The Pathé Machines

Pathé's first "range" of five machines were identified by numbers: the smallest being "No. 0", the largest "No. 4". The only difference between them was their motor size and cabinet style. Phonographs "No. 0" to "No. 3" played both standard and Salon cylinders, "No. 4" played these and the 5 inch concert cylinders. All cabinets were made of walnut except "No. 0" which was of oak. The interesting thing about all of these machines is they all use the same horn and black ebonite composition reproducer; a "No. 0" did not sound any better than a "No. 4"! The latter just looked better. Pathé offered a wide range of horns, however, made from either sheet metal, cardboard, brass or aluminum, and even glass.

Pathéphone modèle F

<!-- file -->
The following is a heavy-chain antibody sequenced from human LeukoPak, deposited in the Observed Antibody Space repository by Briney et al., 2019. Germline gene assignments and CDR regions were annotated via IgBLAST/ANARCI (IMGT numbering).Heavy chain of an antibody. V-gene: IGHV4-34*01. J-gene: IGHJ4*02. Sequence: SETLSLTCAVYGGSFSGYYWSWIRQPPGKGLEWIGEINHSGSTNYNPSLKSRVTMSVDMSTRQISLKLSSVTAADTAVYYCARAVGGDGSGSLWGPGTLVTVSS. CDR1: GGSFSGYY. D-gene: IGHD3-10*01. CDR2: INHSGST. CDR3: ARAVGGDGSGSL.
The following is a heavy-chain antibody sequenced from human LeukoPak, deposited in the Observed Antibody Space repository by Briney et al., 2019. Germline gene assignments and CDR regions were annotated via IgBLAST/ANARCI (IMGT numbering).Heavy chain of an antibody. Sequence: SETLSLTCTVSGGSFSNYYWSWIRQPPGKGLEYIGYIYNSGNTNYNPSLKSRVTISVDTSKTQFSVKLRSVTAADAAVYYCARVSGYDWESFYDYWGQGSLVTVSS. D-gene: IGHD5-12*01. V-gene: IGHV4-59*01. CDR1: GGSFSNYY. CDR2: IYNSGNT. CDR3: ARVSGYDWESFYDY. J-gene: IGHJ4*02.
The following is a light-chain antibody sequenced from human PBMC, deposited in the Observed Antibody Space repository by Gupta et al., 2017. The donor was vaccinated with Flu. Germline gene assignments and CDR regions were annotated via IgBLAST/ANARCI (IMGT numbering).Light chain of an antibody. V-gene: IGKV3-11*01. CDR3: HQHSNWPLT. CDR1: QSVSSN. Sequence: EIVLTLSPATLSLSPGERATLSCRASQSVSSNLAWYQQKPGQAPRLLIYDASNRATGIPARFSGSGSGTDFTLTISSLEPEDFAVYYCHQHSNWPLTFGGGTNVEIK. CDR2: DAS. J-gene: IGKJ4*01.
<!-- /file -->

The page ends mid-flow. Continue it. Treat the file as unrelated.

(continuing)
Most machines incorporated the same principles of the "Puck" machine where the reproducer is connected right onto the horn. The horn is critically balanced and the reproducer sits on top of the cylinder. Pathé went one step further than this by taking the horn assembly and attaching it to a metal rod frame that is moved with a feedscrew. They also have a spring clip that holds the horn and stylus in a non-playing position to facilitate record changes. The entire attachment was known as the "Orpheus attachment" or "Vérité system". When this was introduced it was realized that it could be bought as a separate unit and used in the early "Columbia" and "Edison" type Pathé machines.